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Developing effective place-based health interventions requires understanding of the dynamic between place and health. The therapeutic landscape framework explains how place-based social processes and physical geography interact and influence health behavior. This study applied this framework to examine how venues, or social gathering places, influenced HIV risk behavior among young, urban men in Tanzania. Eighty-three public venues where men ages 15–19 met new sexual partners were identified by community informants in one city ward. The majority (86%) of the venues were called ‘camps’, social gathering places that had formal leaders and members. Observations were conducted at 23 camps and in-depth interviews were conducted with 36 camp members and 10 camp leaders in 15 purposively selected camps. Geographic and social features of camps were examined to understand their contributions to men’s behaviors. Camps were characterized by a geographic space claimed by members, a unique name and a democratic system of leadership and governance. Members were mostly men and socialized daily at their camp. They reported strong social bonds and engaging in health-promoting activities such as playing sports and generating income. Members also engaged in HIV risk behaviors, such as meeting new sexual partners and having sex in or around the camp at night. Some members promoted concurrent sexual partnerships with their friends and resisted camp leaders’ efforts to change their sexual risk behavior.
We conclude that camps are strategic venues for HIV prevention programs for young Tanzanian men. They served as both protective and risk landscapes, illustrating three domains of the therapeutic landscape framework: the built environment; identities of landscape occupants; and sites for collective efficacy. The framework and data suggest HIV intervention components that might augment the protective features of the camps, while changing environmental features to reduce risk.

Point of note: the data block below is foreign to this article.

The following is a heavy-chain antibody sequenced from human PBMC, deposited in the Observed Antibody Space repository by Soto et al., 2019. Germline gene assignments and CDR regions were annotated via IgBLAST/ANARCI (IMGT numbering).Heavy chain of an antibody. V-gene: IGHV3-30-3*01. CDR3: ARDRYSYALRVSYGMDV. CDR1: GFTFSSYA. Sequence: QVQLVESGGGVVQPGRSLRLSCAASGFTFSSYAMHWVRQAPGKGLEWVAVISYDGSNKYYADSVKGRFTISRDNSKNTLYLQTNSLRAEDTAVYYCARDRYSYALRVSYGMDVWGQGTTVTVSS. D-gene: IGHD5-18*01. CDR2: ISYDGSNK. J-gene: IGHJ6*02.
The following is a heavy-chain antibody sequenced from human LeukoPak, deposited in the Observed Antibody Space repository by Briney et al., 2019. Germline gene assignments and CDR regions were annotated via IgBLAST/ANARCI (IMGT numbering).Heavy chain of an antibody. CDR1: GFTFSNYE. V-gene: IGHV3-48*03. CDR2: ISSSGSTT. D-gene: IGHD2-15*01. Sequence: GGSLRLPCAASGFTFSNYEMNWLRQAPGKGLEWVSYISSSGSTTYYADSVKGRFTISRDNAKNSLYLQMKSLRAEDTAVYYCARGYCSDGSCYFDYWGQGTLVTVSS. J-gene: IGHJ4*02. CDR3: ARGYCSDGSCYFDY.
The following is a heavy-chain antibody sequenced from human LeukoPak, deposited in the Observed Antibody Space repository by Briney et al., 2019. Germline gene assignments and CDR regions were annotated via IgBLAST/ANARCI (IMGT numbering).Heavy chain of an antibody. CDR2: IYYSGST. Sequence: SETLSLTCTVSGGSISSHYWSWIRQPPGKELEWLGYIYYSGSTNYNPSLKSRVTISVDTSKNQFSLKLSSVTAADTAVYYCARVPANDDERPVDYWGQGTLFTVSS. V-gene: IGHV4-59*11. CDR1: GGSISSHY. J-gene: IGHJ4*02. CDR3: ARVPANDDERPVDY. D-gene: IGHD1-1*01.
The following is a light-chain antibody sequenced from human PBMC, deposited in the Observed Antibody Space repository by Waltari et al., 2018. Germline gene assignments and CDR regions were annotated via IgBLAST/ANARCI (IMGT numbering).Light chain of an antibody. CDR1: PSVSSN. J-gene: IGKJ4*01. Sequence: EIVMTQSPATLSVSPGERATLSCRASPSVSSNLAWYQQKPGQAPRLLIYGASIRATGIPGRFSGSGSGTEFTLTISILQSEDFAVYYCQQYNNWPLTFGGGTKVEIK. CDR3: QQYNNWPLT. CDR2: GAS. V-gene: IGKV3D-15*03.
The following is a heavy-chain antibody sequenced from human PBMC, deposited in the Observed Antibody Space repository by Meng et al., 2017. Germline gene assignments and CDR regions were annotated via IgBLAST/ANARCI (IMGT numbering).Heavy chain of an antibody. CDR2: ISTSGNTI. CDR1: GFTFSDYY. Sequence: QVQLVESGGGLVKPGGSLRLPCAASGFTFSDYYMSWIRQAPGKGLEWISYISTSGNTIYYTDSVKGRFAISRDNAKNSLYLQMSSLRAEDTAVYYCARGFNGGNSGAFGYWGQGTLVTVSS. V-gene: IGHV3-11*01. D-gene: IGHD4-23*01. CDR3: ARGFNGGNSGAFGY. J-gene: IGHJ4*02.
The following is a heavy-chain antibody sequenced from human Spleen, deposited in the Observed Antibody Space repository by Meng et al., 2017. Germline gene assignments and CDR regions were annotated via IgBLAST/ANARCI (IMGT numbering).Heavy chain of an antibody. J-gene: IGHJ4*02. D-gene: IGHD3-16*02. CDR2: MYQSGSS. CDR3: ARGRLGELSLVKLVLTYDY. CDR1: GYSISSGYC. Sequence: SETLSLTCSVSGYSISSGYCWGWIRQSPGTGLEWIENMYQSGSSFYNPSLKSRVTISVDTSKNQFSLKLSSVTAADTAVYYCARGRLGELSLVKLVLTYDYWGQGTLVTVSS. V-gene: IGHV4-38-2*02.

Public health has increasingly recognized the role of place in health promotion (World Health Organization, 1986). Health behavior interventions carried out in everyday places such as work venues and schools may result in increased reach and effectiveness when compared to interventions in specialized healthcare settings (Poland, Greene, & Rootman, 2001). For example, HIV prevention programs conducted in venues where people engage in sexual risk behaviors, like bars, may reach populations most at risk for HIV (Weir, Pailman, Mahlalela, Coetzee, Meidany & Boerma, 2003). Venue-based interventions may also improve access to hard-to-reach populations, such as young people who are not in school (Ellen, 2007). In a country like Tanzania, where young people aged 15–24 represent 60% of new HIV infections and 38% of young people aged 15–24 are neither employed nor in school, venue-based HIV prevention is a promising strategy (Mboup, 2004; National AIDS Control Programme, 2005). However, in Tanzania and elsewhere, identifying the most appropriate places in which to intervene remains a significant challenge.